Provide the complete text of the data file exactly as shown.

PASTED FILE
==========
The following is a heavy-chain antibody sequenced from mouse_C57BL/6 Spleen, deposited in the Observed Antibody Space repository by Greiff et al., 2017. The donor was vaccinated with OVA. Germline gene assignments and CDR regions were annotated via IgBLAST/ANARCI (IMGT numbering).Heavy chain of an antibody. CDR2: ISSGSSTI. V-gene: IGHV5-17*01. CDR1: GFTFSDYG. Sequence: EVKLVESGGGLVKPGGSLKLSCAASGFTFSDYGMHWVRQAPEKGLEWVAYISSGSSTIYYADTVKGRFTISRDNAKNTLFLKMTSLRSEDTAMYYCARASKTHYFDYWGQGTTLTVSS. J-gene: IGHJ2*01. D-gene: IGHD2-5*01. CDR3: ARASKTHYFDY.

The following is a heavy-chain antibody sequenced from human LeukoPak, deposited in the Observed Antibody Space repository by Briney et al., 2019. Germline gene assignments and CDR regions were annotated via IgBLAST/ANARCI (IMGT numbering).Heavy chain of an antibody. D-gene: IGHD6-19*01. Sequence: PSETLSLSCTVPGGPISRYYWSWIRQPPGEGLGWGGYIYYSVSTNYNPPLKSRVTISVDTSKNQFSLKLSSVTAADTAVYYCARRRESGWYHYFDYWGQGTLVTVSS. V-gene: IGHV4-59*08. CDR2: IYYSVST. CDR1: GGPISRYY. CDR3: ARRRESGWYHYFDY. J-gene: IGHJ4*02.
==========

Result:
The following is a heavy-chain antibody sequenced from mouse_C57BL/6 Spleen, deposited in the Observed Antibody Space repository by Greiff et al., 2017. The donor was vaccinated with OVA. Germline gene assignments and CDR regions were annotated via IgBLAST/ANARCI (IMGT numbering).Heavy chain of an antibody. CDR2: ISSGSSTI. V-gene: IGHV5-17*01. CDR1: GFTFSDYG. Sequence: EVKLVESGGGLVKPGGSLKLSCAASGFTFSDYGMHWVRQAPEKGLEWVAYISSGSSTIYYADTVKGRFTISRDNAKNTLFLKMTSLRSEDTAMYYCARASKTHYFDYWGQGTTLTVSS. J-gene: IGHJ2*01. D-gene: IGHD2-5*01. CDR3: ARASKTHYFDY.

The following is a heavy-chain antibody sequenced from human LeukoPak, deposited in the Observed Antibody Space repository by Briney et al., 2019. Germline gene assignments and CDR regions were annotated via IgBLAST/ANARCI (IMGT numbering).Heavy chain of an antibody. D-gene: IGHD6-19*01. Sequence: PSETLSLSCTVPGGPISRYYWSWIRQPPGEGLGWGGYIYYSVSTNYNPPLKSRVTISVDTSKNQFSLKLSSVTAADTAVYYCARRRESGWYHYFDYWGQGTLVTVSS. V-gene: IGHV4-59*08. CDR2: IYYSVST. CDR1: GGPISRYY. CDR3: ARRRESGWYHYFDY. J-gene: IGHJ4*02.